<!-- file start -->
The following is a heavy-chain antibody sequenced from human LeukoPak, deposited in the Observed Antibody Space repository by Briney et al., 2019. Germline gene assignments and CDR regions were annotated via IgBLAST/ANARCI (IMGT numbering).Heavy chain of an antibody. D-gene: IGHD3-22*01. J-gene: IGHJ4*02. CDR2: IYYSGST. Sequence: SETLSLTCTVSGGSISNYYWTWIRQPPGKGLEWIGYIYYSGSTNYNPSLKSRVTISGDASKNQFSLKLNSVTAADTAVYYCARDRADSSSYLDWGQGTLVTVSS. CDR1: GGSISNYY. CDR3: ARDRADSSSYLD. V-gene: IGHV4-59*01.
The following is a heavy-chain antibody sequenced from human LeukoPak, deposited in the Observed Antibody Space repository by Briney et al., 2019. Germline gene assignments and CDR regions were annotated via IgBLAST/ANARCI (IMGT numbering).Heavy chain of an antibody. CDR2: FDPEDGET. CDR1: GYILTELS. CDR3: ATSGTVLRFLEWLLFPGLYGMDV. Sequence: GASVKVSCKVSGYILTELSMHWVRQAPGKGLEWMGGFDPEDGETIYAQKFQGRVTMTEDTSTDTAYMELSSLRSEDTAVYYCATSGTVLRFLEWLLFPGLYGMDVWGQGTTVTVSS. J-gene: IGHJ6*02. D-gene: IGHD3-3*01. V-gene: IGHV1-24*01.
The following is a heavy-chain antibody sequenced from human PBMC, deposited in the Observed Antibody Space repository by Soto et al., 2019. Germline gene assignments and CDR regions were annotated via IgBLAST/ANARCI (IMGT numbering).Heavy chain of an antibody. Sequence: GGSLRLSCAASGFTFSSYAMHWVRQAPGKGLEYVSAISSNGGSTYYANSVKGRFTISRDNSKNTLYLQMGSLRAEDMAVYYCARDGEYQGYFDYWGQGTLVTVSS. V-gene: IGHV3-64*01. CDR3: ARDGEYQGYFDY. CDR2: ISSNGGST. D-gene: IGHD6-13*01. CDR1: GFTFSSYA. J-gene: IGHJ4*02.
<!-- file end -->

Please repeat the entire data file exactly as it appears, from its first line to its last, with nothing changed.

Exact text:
The following is a heavy-chain antibody sequenced from human LeukoPak, deposited in the Observed Antibody Space repository by Briney et al., 2019. Germline gene assignments and CDR regions were annotated via IgBLAST/ANARCI (IMGT numbering).Heavy chain of an antibody. D-gene: IGHD3-22*01. J-gene: IGHJ4*02. CDR2: IYYSGST. Sequence: SETLSLTCTVSGGSISNYYWTWIRQPPGKGLEWIGYIYYSGSTNYNPSLKSRVTISGDASKNQFSLKLNSVTAADTAVYYCARDRADSSSYLDWGQGTLVTVSS. CDR1: GGSISNYY. CDR3: ARDRADSSSYLD. V-gene: IGHV4-59*01.
The following is a heavy-chain antibody sequenced from human LeukoPak, deposited in the Observed Antibody Space repository by Briney et al., 2019. Germline gene assignments and CDR regions were annotated via IgBLAST/ANARCI (IMGT numbering).Heavy chain of an antibody. CDR2: FDPEDGET. CDR1: GYILTELS. CDR3: ATSGTVLRFLEWLLFPGLYGMDV. Sequence: GASVKVSCKVSGYILTELSMHWVRQAPGKGLEWMGGFDPEDGETIYAQKFQGRVTMTEDTSTDTAYMELSSLRSEDTAVYYCATSGTVLRFLEWLLFPGLYGMDVWGQGTTVTVSS. J-gene: IGHJ6*02. D-gene: IGHD3-3*01. V-gene: IGHV1-24*01.
The following is a heavy-chain antibody sequenced from human PBMC, deposited in the Observed Antibody Space repository by Soto et al., 2019. Germline gene assignments and CDR regions were annotated via IgBLAST/ANARCI (IMGT numbering).Heavy chain of an antibody. Sequence: GGSLRLSCAASGFTFSSYAMHWVRQAPGKGLEYVSAISSNGGSTYYANSVKGRFTISRDNSKNTLYLQMGSLRAEDMAVYYCARDGEYQGYFDYWGQGTLVTVSS. V-gene: IGHV3-64*01. CDR3: ARDGEYQGYFDY. CDR2: ISSNGGST. D-gene: IGHD6-13*01. CDR1: GFTFSSYA. J-gene: IGHJ4*02.